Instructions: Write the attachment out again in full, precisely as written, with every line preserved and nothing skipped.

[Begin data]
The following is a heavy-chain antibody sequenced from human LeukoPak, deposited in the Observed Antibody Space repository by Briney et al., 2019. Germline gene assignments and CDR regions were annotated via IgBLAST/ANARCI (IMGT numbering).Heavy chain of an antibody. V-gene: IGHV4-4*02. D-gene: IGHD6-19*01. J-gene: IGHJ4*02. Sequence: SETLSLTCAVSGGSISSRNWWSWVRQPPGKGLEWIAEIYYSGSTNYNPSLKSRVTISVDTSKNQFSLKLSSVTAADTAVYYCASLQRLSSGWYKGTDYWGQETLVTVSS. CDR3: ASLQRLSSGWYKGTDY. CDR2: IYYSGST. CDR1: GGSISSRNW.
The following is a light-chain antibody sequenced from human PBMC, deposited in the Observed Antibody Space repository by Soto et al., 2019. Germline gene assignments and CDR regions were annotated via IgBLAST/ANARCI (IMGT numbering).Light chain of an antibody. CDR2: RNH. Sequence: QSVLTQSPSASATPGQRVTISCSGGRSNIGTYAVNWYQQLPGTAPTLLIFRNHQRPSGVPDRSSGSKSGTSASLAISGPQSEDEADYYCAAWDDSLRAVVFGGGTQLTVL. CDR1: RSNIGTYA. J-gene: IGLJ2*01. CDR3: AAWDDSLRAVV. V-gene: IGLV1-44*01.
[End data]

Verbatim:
The following is a heavy-chain antibody sequenced from human LeukoPak, deposited in the Observed Antibody Space repository by Briney et al., 2019. Germline gene assignments and CDR regions were annotated via IgBLAST/ANARCI (IMGT numbering).Heavy chain of an antibody. V-gene: IGHV4-4*02. D-gene: IGHD6-19*01. J-gene: IGHJ4*02. Sequence: SETLSLTCAVSGGSISSRNWWSWVRQPPGKGLEWIAEIYYSGSTNYNPSLKSRVTISVDTSKNQFSLKLSSVTAADTAVYYCASLQRLSSGWYKGTDYWGQETLVTVSS. CDR3: ASLQRLSSGWYKGTDY. CDR2: IYYSGST. CDR1: GGSISSRNW.
The following is a light-chain antibody sequenced from human PBMC, deposited in the Observed Antibody Space repository by Soto et al., 2019. Germline gene assignments and CDR regions were annotated via IgBLAST/ANARCI (IMGT numbering).Light chain of an antibody. CDR2: RNH. Sequence: QSVLTQSPSASATPGQRVTISCSGGRSNIGTYAVNWYQQLPGTAPTLLIFRNHQRPSGVPDRSSGSKSGTSASLAISGPQSEDEADYYCAAWDDSLRAVVFGGGTQLTVL. CDR1: RSNIGTYA. J-gene: IGLJ2*01. CDR3: AAWDDSLRAVV. V-gene: IGLV1-44*01.